Though not the first black players in Millwall, Trevor Lee and Phil Walker were the first black players to make an impact. Both signed in 1975, at a time when black players were rare sights in the upper tiers of English football. They were an immediate success, with Phil Walker awarded Millwall Player of the Year in 1978.
They were to be followed by more black players, some successful enough to have lasting nick names, like ‘Fash the bash’ (John Fashanu), or dedicated songs: ‘Walking along, singing a song, walking in a Witter wonderland’ (celebrating Tony Witter).Times have changed, with black players increasingly commonplace at Millwall and throughout English football. In 2011, 2012, 2013, and 2015 black players were voted Millwall’s player of the year.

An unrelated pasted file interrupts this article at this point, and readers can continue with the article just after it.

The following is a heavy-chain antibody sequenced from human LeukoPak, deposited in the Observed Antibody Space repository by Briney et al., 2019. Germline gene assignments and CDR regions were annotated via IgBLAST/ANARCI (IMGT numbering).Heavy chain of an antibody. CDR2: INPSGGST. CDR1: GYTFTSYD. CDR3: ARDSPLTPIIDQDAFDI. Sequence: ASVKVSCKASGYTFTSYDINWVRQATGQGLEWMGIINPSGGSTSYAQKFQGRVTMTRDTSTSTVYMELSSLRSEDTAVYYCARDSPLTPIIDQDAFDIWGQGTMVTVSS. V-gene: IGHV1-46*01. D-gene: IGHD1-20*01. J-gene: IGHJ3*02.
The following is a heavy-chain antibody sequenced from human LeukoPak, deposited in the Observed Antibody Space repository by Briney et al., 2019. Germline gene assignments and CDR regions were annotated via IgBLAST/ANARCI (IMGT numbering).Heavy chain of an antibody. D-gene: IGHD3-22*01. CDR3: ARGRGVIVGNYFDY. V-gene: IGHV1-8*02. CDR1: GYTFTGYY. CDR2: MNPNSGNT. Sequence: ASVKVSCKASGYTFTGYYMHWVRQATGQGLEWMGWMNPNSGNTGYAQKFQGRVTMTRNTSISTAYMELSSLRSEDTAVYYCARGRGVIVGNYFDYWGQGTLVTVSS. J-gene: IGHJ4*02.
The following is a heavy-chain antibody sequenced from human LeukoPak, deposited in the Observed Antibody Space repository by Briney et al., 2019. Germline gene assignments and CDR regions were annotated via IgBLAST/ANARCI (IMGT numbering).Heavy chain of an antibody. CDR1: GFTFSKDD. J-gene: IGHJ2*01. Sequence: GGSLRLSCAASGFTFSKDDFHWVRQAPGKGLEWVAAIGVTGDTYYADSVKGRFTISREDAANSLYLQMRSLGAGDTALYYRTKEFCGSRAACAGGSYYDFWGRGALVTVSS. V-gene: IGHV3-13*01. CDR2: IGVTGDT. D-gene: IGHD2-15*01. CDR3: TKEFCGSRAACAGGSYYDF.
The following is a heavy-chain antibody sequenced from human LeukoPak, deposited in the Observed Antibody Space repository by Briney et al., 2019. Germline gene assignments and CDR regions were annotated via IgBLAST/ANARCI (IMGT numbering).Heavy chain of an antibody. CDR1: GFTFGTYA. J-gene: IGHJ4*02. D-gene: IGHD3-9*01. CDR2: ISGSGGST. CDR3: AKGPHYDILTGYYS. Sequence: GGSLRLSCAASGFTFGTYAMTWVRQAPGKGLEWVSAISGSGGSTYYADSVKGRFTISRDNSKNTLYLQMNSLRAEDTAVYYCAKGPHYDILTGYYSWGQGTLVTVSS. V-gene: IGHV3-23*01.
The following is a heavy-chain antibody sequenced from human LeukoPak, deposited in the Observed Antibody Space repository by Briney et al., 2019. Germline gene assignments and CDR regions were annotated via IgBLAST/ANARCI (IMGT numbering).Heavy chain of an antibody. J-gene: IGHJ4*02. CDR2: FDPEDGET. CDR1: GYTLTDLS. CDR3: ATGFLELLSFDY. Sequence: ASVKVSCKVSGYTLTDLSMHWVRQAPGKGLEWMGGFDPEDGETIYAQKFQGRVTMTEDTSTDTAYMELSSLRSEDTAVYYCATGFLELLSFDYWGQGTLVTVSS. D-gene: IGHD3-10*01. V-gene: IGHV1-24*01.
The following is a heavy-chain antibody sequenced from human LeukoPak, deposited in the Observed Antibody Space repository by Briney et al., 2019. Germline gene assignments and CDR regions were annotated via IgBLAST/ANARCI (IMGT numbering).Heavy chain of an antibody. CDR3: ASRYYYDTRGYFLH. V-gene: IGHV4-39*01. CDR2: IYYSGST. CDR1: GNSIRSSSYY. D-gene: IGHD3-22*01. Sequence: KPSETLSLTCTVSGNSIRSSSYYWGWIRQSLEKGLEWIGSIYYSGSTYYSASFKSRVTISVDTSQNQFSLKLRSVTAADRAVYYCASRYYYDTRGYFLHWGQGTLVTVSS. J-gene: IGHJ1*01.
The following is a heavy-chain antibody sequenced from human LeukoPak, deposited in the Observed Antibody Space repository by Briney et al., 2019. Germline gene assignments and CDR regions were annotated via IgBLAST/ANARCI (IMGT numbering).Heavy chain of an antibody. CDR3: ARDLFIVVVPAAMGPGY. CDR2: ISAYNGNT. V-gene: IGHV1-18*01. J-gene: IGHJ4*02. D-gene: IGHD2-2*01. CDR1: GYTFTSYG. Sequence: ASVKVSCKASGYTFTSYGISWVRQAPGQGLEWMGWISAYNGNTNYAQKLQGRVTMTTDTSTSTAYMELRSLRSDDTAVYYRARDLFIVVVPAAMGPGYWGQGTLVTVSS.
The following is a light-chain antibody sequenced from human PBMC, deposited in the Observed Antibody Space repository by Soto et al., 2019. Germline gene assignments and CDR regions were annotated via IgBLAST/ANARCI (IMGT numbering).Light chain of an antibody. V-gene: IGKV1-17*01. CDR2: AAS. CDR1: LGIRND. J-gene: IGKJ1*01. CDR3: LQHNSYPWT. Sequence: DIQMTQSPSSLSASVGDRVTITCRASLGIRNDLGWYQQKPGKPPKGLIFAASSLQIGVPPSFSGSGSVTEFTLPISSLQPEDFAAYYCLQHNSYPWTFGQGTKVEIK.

‘I remember the first month, or six weeks, I had to sit there [in the stands], and there were some guys in front of me. Trevor Lee was never called Trevor for the first few weeks, he was always all the names under the sun, apart from Trevor Lee, you know. Then, after a few weeks, they started “yeah, go on, Trevor Lee”. And in the end, because he was playing so well, it went to “Trevor”. In that space, the six weeks, they changed the way they reacted to Trevor’.
(Phil Walker, Black British)
Here, Trevor Lee reflects on the experience of some of the first black players, and on how he and Trevor Lee came to inspire players like Cyril Regis:
Two of the more recent black Millwall players celebrating the promotion to the Championship in May 2017. Jimmy Abdou (right) was with Millwall throughout most of his career, with 342 appearances for the club from 2009 to 2017. Fred Onyedinma, aged 21, is one of the younger players. Of Nigerian origin, he has been with Millwall since the age of 12.